court understand the underlying technology and the manner in
which one skilled in the art might use a claim term, but such
sources may also provide overly broad definitions or may not
be indicative of how a term is used in the patent. See
Id. at 1318. Similarly, expert testimony may aid the
court in determining the particular meaning of a term in the
pertinent field, but "conclusory, unsupported assertions
by experts as to the definition of a claim term are not
useful to a court." Id. Generally, extrinsic
evidence is "less reliable than the patent and its
prosecution history in determining how to read claim terms .
. . ." Id. Extrinsic evidence may be useful
when considered in the context of the intrinsic evidence,
id. at 1319, but it cannot "alter a claim
construction dictated by a proper analysis of the intrinsic
evidence," On-Line Techs., Inc. v. Bodenseewerk
Perkin-Elmer GmbH, 386 F.3d 1133, 1139 (Fed. Cir. 2004).
parties dispute the construction of five terms. Each disputed
term is discussed separately.
parties' proposed constructions of this term, as used in
Claim 30 of the '475 Patent, are listed in the following
Wall's Proposed Construction
Celonova's Proposed Construction
"a selectively evaporable covering; a
temporary or permanent layer of a substance applied
to a surface"
Alternatively, no construction necessary beyond
Alternatively, "material applied to the mesh
in order to define openings throughout the
argues that the term "coating" is indefinite,
because it is unclear in Claim 30 whether the
"coating" itself is "defining a plurality of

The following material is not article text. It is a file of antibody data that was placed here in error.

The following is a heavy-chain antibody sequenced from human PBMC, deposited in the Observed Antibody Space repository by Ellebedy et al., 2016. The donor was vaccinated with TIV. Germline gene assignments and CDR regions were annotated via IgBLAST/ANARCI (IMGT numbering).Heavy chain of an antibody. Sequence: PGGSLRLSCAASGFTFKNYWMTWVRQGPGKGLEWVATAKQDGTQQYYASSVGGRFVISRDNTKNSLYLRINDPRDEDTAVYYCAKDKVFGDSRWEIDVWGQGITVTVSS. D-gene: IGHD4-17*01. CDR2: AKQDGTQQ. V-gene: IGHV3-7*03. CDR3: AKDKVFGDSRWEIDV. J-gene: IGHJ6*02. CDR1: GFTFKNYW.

openings throughout the mesh." Alternatively, Celonova
argues that, if the term is not indefinite, the term should
be construed to mean that the coating is a material applied
to the mesh in order to define openings throughout the mesh.
Wall contends that the term "coating" would be
understood by a person of ordinary skill in the art and
should be given its plain and ordinary meaning, or the term
should be construed as "a selectively evaporable
covering; a temporary or permanent layer of a substance
applied to a surface." The court agrees with
Celonova's construction of the term.
is indefinite if it does not reasonably inform a person of
ordinary skill in the art of the claim scope. IPXL
Holdings, L.L.C. v. Amazon. com, Inc.,430 F.3d 1377,
1383-84 (Fed. Cir. 2005). "Claim language employing
terms of degree has long been found definite where it
provided enough certainty to one of skill in the art when
read in the context of the invention." Interval
Licensing LLC v. AOL, Inc.,766 F.3d 1364, 1370 (Fed.
Cir. 2014). Because claim terms are normally used
consistently throughout the patent, the usage of a term in
one claim can often illuminate the meaning of the same term
in other claims. Phillips, 415 F.3d at 1314; see
also Rexnord Corp. v. Laitram Corp.,274 F.3d 1336, ...